Short Stories You Must Get Your Hands On!

Short stories have such a fascinating way of capturing the reader’s attention, the entire plot woven within the framework.  They never fail to reel me in with all the characters and other elements playing their parts just right in order to successfully weave the story according to the vision of the author.

What adds to the charm is the feeling of nostalgia I get hit by every time I begin a short story, as children we are attracted to short stories more often than not. Some stories just leave you wanting more. With the help of friends, BookishBrat has come up with a list of stories we love.

Here are some amazing collections of stories that I have come across in the last year, hope you enjoy them as much as I did:

1. The Tea Dragon Society by Katie O’Neill

Katie O’Neill is an illustrator from New Zealand known for the previously written book, Princess Princess Ever After. The Tea Dragon Society is a graphic novel depicting an entirely different universe within a book, everything seems magical and enchanting. The book, as the title reads, is about dragons and tea, and the art of making tea. The story is reminiscing and about forgetting the past. The book full of vibrant colors that leave a lasting impression.


2. Storywallah by Kumar Ganesan

This book by Kumar Ganesan consists of 14 short stories that take you to the good old times of Malgudi Days by R. K. Narayan. The short stories leave behind a sweet memory, making you laugh and cry- but all of them will connect with you. The language used is very simple and the stories are taken out of everyday life, characters are interesting and engaging attracts the attention of the readers immediately.


3. Sour Heart by Jenny Zhang

An intense collection of stories by Jenny Zhang, sketching a picture of life in 1990 of the immigrants. The stories are from the perspective of a little girl portraying the struggles in the United States as well as the noisy streets of Shanghai. The voice in the stories is dark yet humorous and sarcastic, the stories cut through the generations and continents, talks about the aftermath and struggles experienced by the parents in Mao Era China.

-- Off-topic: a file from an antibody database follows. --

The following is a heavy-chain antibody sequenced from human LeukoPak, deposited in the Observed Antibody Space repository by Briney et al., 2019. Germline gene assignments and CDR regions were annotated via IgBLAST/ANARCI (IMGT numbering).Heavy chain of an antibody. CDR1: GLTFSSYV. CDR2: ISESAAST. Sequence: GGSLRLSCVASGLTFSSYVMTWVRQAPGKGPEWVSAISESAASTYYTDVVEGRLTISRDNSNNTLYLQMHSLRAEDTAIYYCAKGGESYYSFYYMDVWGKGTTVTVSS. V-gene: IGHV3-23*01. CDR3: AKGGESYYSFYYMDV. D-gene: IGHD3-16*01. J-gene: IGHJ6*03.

4. Life of Adventure and Delight

The book is a collection of eight short stories. The stories travel through grief, loneliness and the pursuit of happiness. A young woman who finds herself to be in love with her husband in an arranged marriage, a divorce tries to become the ideal partner by reading women’s magazines, the stories constantly deal with the changing invulnerability of relationships.


5. The Refugees by Viet Thanh Ngyyen

The portrayal of the cultural shock is explicit after a young refugee comes to live with two gay men in San Francisco. An experience of Vietnamese refugee in a new country where the dynamics are complex between the parents and children. The theme stands unchanged about refugees from Vietnam, who have come to the United States to receive a cultural shock. The stories are unique and different from what we read usually, the endings are realistic and simple.


6. Pashmina by Nidhi Chanani

Nidhi Chanani writes about a little girl named Pri who wonders why her mother abandoned her home in India? Pri is curious about her home, her culture and she try to understand when her mother tells her how the girls living there have different choices than the girls living in the US. Pashmina is a sweet and heartfelt graphic novel for young adults that deal with the feeling of belonging that every child yearns for.


7. Guidebook to Relative Strangers by Camillie T. Dungy

A beautiful letter from a mother to a daughter help her embrace the world she lives in. The book is a mixture of a parental guide, a travelogue, and a memoir, exploring inner and outer worlds, Dungy seeks for kindness and mercy across the nations. She captures and portrays the themes of parenting, racism, and communities, describing herself to be traveling and seeing the familiar faces, Dungy connects motherhood and independence, fuses together to reflect her views about how Blacks are portrayed in a community. Dungy writes subtly, her writing is calm and interesting, Dungy shares her insights about challenging ideas.


This list was made with inputs from Surabhi Rajan from Half Baked Beans

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Let us know what you thought of the stories. If you would like us to review a book of your choosing, please leave your recommendations in the comments section.

Happy reading!

Bookish Brat

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